Growth factors are produced by the body to regulate various types of cell division. EGF stimulates cell division, primarily cell division of skin cells. There is quite a bit of research showing EGF to be helpful for wound and burn healing (Sources: Journal of Burn Care and Rehabilitation, March-April 2002, pages 116–125; Journal of Dermatologic Surgery and Oncology, July 1992, pages 604–606; Journal of Anatomy, July 2005, pages 67–78; International Wound Journal, June 2006, pages 123–130;and Tissue Engineering, January 2007, pages 21–28).
However, there is also research showing the effect EGF has is no different from that of a placebo, that it may not be effective at all, and that too much of it can actually prolong healing (Sources: Wounds, 2001, volume 13, number 2, pages 53–58; and Plastic and Reconstructive Surgery, August 1995, pages 251–254, and September 1997, pages 657–664).
One study showed that EGF had anti-inflammatory properties when applied to skin (Source: Skin Pharmacology and Applied Skin Physiology, January-April 1999, pages 79–84), though it has also been noted that it may promote tumor growth (Source: Journal of Surgical Research, April 2002, pages 175–182).
In general, the potentially frightening consequences of growth factors can come into play when they are taken internally, as in certain cancer treatments (Interleukin and Interferon are GFs), because they can be highly mitogenic (causing cell division), and at certain concentrations and lengths of application can cause cells to overproliferate. This overabundance of cells causes problems, one result of which is cancer. No one is exactly certain what happens when EGFs are applied to healthy, intact skin, but there is concern that with repeated use EGFs can cause skin cells to overproduce, and that's not good (psoriasis is an example of what happens when skin cells overproduce).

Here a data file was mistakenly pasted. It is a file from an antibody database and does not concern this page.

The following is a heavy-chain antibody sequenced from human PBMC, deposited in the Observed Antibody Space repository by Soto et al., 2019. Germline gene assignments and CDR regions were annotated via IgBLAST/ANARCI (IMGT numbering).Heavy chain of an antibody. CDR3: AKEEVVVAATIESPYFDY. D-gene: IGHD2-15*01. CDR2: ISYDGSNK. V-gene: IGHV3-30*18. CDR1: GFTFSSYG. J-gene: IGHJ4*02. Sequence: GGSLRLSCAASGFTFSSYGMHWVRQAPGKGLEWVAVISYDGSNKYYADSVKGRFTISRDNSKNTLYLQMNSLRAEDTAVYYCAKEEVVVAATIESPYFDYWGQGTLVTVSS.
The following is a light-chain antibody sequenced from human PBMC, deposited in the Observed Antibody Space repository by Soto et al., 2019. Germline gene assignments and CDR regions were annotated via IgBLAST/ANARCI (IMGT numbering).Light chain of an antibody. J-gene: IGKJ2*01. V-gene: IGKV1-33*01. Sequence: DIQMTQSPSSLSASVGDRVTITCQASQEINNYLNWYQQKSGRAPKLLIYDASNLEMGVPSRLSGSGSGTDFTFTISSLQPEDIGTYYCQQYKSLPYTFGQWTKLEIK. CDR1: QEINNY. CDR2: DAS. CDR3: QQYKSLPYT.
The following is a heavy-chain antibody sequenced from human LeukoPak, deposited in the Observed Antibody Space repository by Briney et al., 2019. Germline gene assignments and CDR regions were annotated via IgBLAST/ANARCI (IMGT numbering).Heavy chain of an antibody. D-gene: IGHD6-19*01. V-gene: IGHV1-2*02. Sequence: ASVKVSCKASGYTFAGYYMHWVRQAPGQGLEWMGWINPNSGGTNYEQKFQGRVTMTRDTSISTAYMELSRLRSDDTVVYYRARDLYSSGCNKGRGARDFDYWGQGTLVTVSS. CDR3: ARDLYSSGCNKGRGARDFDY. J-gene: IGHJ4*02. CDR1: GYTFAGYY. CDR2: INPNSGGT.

All of the research that does exist on EGFs has primarily studied their short-term use for wound healing. ReVive's products aren't about wound healing or short-term use, but rather about ongoing application for wrinkles, and working against the reduced cell-turnover rate that occurs as we age. Moreover, what established research has shown (including most of the sources mentioned above) is that growth factors, including EGF, do not work alone. Rather, their function is part of an intricate symphony that requires the playing of several "notes" for the "concert" to be a success. Adding a tiny amount of EGF to skin-care products in the hopes that it will work like it does when applied to a wound is sort of like thinking you can frame a house with wood and use nothing to hold the beams together except wishful thinking. We suspect the EGFs that Brown uses are most likely not the active form of the "drug," because if they were the risk to skin would be scary (and the company admits the ingredient is engineered in a lab, which means it's not identical to the naturally occurring EGF).
For more information about ReVive, call 1-866-986-7083 or visit www.reviveskincare.com.